Technology has a knack for moving forward by leaps and bounds. At the start of the 21st century a flip phone with an outward caller ID display was the top of the line. In 2007 Apple introduced the one of the first smartphones, the iPhone. Now, smartphones with big, bright screens and virtual keyboards have made flip phones look like ancient fossils of a bygone era.
While some technological leaps are successful, others are flops that force us to revisit technological movements before adapting and growing. Some of the world’s biggest tech companies are responsible for tech flops, while others fall somewhat at our own feet for the decisions we’ve made. The following are three big technology stumbles we’ve seen grow from on the other side:
Software, Hardware developers reaching too far
It can be hard for companies to sit on the sidelines when they see a competitor cashing in on the latest trend, but sometimes waiting on the sidelines is better than losing millions with a failed project. Apple Inc. has long been hailed as a brilliant developer of hardware, with its most recent examples being the iPhone and iPad. Apple’s forays into competing with software giants like Microsoft have been much less successful for Apple though.
What Apple learned was that it should focus on its impressive array of hardware and continue to improve those offerings. Thanks to that clear focus, we now have the iPhone 4S and a third generation iPad. Apple is the clear leader in the smartphone market and dominates the tablet market it created with the iPad.
Google is also a good example. We’re all familiar with Google’s Android OS on competing smartphones and of course, Google.com. The company’s attempts to challenge Apple in the hardware department however were much less successful. In an attempt to counter the iPhone, Google tried its hands at hardware by producing the Nexus One smartphone. The Nexus One was a colossal flop selling just 135,000 devices before being axed within months of its release.
The lesson was learned though, and Google dug deep to keep improving their Android OS to challenge Apple’s iOS, providing a platform for smartphones looking to challenge the iPhone. Android OS is now the main challenger to the iPhone and has matched the Apple device in sales and market share.
3D technology, it sounds like a great entertainment experience, doesn’t it? In the 21st century the technology became increasingly popular in Hollywood with more and more movies hitting theaters in 3D. So it was only natural that people would want this at home right?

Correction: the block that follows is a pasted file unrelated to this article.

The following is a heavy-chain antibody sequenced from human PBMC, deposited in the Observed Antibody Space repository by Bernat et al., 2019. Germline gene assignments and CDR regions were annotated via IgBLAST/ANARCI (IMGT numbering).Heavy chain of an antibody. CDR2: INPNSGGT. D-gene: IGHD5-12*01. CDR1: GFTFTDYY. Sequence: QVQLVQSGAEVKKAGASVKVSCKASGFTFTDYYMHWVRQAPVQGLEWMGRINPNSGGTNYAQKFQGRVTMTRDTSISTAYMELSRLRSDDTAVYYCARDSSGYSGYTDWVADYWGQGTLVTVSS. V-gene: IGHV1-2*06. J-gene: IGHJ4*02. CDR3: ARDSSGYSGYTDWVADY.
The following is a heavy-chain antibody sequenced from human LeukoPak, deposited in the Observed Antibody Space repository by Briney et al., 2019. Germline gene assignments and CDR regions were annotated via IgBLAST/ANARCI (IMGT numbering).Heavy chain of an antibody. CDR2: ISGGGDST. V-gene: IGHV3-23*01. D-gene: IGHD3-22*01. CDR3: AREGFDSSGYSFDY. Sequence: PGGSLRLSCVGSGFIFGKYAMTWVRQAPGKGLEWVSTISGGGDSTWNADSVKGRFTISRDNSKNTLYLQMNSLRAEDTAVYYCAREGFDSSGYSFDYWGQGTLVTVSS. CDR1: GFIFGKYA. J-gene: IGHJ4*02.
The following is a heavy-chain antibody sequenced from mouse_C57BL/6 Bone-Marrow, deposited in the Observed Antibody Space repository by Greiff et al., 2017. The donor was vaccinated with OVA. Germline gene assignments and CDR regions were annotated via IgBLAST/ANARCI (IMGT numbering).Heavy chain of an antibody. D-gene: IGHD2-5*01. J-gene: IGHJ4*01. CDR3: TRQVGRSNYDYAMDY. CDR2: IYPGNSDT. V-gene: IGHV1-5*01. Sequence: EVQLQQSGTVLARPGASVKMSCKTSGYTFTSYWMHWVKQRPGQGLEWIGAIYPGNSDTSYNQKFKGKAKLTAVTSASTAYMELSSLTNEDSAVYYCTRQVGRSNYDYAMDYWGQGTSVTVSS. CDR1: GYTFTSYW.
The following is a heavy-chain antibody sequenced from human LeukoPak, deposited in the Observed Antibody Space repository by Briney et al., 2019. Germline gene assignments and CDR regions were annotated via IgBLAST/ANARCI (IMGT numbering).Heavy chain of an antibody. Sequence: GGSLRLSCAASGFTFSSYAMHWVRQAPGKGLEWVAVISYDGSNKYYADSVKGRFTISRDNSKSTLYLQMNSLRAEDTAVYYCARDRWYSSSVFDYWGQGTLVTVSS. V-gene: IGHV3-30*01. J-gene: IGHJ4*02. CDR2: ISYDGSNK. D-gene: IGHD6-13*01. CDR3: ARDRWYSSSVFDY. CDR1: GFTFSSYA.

Wrong. 3D televisions were introduced in 2010 but were dead in the water as soon as they hit the marketplace. The main problem for 3D television was the cumbersome and less than attractive glasses required in order to enjoy the technology in your own home. Worse yet, there was the cost of the set itself, around $4,000 on average, and the expense of purchasing extra glasses for individuals to watch in your home. Extra glasses cost around $100 a piece, just to watch television.
Like the clever businesses they are, tech giants adjusted appropriately. Some shifted focus to the new LED technology and perfected the super crisp, high resolution technology. Others worked on the cumbersome glasses associated with 3D TVs, creating less expensive and more stylish glasses for in-home 3D viewing.
Lastly, there was the flop of social networking and online privacy. Social networking is dominated by Facebook with some 500 million members worldwide, and everyday millions type out their every thought and opinion online while conversing with friends over the social networking site. Unfortunately, Facebook has suffered a number of privacy lapses in recent years including one incident that saw private messages displayed on public pages.
Social networking sites and users alike learned a critical lesson here. As users we’ve learned, by in large, to think twice before sending our thoughts and opinions onto Internet. For social networking sites, two lessons were learned. First, they learned to keep a closer eye on security controls and fewer lapses have occurred since 2010. Second, social networks learned to keep users in the loop on security measures and give them more control over their own security measures.
Technology is a great thing, and continuing advancements bring joy and ease to our lives. Every leap forward comes with a few missteps along the way however. The good companies learn from them and grow; the bad ones pay a price.
==== About the Author ====
Guest post contributed by Daniel Kimball, for Dell.com. Daniel has worked in the PC business for more than 20 years. He writes extensively about computers, laptops for personal use, web browsers and general technology topics. He’s basically a self confessed tech geek.